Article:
Séminaires LLR

Clusters of galaxies physics and cosmology with KID cameras

by Juan Francisco Macias-Perez (LPSC)

Salle de conférence (LLR)

Salle de conférence



Clusters of galaxies have been proved to be a competitive cosmological probe and complementary to primary CMB anisotropies. In the last two decades technical developments have permitted to observe and detect clusters of galaxies in a large wavelength range including the X-ray, visible, IR, millimeter, microwave and radio domains. Within this context, the thermal Sunyaev-Zeldovich (tSZ) effect, produced by the inverse Compton interaction of hot electrons in the clusters with CMB photons, is an observable of choice as it constitutes a spectral distortion to the CMB spectrum and thus, it is not affected by cosmological dimming. Various CMB experiments like Planck, ACT and SPT have produced large catalogues of clusters of galaxies that have been used for cosmological analyses. These analyses have demonstrated the power of clusters cosmology in terms of precision. They have also shown that to achieve high accuracy cosmology a deep knowledge of clusters physics is needed.  At this respect, the tSZ effect is also a major tool providing insights in the thermodynamic properties of the clusters allowing us to measure their pressure and mass, but also their temperature via relativistic corrections. Furthermore, the kinetic SZ effect can be also used to derive clusters velocity along the line-of-sight providing extra cosmological information.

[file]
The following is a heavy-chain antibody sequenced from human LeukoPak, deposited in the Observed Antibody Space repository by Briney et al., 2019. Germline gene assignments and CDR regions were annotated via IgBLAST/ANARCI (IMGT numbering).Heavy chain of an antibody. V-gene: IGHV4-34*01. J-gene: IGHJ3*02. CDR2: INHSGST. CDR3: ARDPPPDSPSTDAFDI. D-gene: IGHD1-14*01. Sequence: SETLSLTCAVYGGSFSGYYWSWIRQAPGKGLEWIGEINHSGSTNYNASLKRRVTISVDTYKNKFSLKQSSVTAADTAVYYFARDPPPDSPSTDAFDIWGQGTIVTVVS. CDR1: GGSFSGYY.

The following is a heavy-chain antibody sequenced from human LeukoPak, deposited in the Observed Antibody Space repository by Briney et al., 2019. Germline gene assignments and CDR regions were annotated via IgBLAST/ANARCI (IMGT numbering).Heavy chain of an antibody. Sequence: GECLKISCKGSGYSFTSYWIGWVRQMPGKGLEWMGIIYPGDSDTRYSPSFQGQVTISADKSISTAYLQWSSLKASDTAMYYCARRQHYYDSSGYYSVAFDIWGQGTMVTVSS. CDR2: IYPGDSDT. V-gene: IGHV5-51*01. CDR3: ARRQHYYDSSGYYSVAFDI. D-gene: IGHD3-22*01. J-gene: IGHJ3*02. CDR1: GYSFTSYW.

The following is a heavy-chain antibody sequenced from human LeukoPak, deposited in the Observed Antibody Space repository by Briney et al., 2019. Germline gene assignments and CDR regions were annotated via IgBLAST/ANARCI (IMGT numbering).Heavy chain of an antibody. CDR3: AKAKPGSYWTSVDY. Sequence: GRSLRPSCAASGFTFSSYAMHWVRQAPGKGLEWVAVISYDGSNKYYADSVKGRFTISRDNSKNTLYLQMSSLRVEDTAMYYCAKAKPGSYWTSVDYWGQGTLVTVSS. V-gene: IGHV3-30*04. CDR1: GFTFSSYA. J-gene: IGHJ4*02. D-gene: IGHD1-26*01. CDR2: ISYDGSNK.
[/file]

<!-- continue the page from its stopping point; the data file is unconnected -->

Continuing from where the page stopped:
Such measurements require a large variety of high sensitivity instruments enabling: 1) high and low resolution measurements to study high redshift and low redshift clusters, 2) multi-band photometric measurements for deep cluster mapping, and 3) spectroscopic measurements to separate the different SZ components. In this seminar we will describe the 4 main instruments that we have developed for cluster observations: the NIKA and NIKA2 bi-band cameras for high redshift cluster mapping, and the KISS and CONCERTO spectrometers for spectral studies of low and high redshift clusters, respectively.  These 4 instruments have been made possible thanks to the development in Grenoble of a new millimeter detectors technology based on Kinetic Inductance Detectors, which allows us to construct high sensitivity large detector arrays (up to thousands of pixels) with a large multiplexing factor.